Considering that I do not want to switch the positions of the italicized nouns in this sentence: "Taken as examples are the Limboagan effect, and hysteria." Will it be correct to use the oxford comma to isolate the noun with the definite article to the other noun with zero article?

  • 2
    If you have a list of two things, it's not an Oxford comma. – Peter Shor Jan 31 at 13:25
  • Wrong site, but the comma does help give you what you want. – Yosef Baskin Jan 31 at 15:02
  • A comma before and in 'Look at Jack and Jill' would be rare and only used to show a pause for deliberation. With longer first members, a comma is permissible to aid parsing. '[T]he Limboagan effect' is probably borderline, but a comma here doesn't seem unreasonable even though the register is formal. It's not obligatory, on the other hand. // As Peter says, 'Oxford commas' only become an option/issue when the list contains 3 or more members. – Edwin Ashworth Jan 31 at 15:54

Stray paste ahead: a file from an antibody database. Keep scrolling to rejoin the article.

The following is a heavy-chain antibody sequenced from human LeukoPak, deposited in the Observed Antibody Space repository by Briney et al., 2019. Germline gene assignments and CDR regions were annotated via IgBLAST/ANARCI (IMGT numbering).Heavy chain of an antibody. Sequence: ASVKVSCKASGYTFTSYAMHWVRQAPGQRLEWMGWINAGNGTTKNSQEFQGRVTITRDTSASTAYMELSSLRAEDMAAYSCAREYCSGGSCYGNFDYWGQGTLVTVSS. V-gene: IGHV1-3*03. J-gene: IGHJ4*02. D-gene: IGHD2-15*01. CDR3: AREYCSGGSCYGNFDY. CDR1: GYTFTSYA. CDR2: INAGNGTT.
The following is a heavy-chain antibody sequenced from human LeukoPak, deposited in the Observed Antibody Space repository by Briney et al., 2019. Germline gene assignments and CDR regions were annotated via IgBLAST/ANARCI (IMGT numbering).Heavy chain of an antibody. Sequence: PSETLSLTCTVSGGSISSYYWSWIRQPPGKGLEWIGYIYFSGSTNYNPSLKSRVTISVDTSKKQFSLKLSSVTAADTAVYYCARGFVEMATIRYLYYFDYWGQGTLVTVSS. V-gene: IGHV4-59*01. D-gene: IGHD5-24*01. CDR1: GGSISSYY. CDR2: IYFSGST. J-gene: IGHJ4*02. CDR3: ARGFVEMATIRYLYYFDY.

• No comma. You can mix articled and zero-articled items in a list of two (as signaled by your use of the plural examples are). No one will read and [the] hysteria. – Tinfoil Hat Jan 31 at 18:12
  • @Tinfoil Hat: I think he's worried about people reading it "the Limboagan effect and the Limboagan hysteria." – Peter Shor Jan 31 at 22:59

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